Don’t let the Grinch steal Christmas


Law enforcement encourages vigilance as holidays approach

By Beth Lawrence - Staff reporter



Beth Lawrence | Laurinburg Exchange Shoppers peruse Belk for early holiday gifts. Belk is among the stores that will be adding extra security in order to protect their merchandise and their customers.


LAURINBURG – Local law enforcement agencies want residents to remember there are Grinches out there lurking around, waiting to steal holiday joy.

“During this time of year whether we’ve been good or bad, we all want gifts, and we know that some people will seek other means to get them,” said Capt. Earl Haywood Chief Detective of the Scotland County Sheriff’s Office. “Just know that, [we] Santa’s elves are working hard to check for that Grinch who wants to steal Christmas.”

To find those Grinches the sheriff’s office will increase its numbers and add to patrols.

“We’ll add extra personnel and work the areas during the holiday season,” Haywood said. “[Thieves] know people generally carry more money than they normally would. We’ll try to be an extra presence in the county to deter crime. We’ll get out, go in stores, talk to people and make our presence known. That’s normally a high deterrent.”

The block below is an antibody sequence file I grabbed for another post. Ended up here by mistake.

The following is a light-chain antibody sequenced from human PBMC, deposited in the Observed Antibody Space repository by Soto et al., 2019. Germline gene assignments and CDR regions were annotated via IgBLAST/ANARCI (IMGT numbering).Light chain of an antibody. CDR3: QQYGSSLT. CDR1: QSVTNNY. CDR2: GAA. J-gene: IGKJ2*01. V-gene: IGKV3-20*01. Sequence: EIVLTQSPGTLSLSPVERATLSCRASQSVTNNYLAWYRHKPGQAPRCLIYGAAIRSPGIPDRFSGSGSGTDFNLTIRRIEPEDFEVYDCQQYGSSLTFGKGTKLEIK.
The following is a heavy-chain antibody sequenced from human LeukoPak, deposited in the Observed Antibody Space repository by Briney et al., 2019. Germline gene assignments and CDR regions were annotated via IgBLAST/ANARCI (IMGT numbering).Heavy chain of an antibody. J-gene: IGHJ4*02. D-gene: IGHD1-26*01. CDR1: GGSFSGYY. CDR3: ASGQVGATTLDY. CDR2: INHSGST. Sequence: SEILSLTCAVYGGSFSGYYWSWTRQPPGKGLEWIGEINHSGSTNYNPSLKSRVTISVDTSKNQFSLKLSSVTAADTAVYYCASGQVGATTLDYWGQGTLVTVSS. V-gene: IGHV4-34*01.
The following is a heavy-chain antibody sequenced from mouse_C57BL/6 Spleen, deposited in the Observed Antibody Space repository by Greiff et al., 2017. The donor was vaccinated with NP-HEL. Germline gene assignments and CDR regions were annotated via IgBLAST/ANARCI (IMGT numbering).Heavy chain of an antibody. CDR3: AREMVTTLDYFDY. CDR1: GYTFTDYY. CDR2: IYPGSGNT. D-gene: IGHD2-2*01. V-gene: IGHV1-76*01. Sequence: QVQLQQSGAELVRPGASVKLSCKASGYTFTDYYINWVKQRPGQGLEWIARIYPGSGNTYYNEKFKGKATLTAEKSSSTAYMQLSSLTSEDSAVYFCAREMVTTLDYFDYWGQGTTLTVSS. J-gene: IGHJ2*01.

The police have also increased their presence in town for the month December in hopes of deterring criminal activity, according to Assistant Police Chief Terry Chavis.

“The Laurinburg Police Department will have extra patrols out in the shopping centers during the shopping season, and Wal-Mart and Belk often hire extra officers to perform sweeps of their parking lots and inside the business,” Chavis said.

Last year, Laurinburg Police Department took 15 calls for home break ins and nine motor vehicle break ins during December, according police records. The number of residential break ins doubled from eight reported in November. In true Grinch fashion, some thieves even went as far as stealing Christmas decorations from resident’s homes.

Shoppers and home owners can assist the police in their efforts by not being afraid to report suspicious activity and taking steps to protect themselves, Chavis said.

The best protections against becoming a victim are to park in well-lit areas and be aware of surroundings while getting into and out of your car.

If residents believe they see something suspicious, they should report it and go to another location.

“If you see a suspicious person or persons lingering in parking lots, do not park. Report it,” Chavis said placing emphasis on the admonition not to park in the area.

When going to and from the car, don’t over burden yourself with packages. This makes a person and easy target.

People should pay attention to where they park as well.

“When you’re out shopping make sure you park close to the store if you can,” Haywood said. “Stay away from large vehicles that would obscure people trying to snatch purses or rob you.”

Shoppers should always lock car doors and close all windows and sunroofs.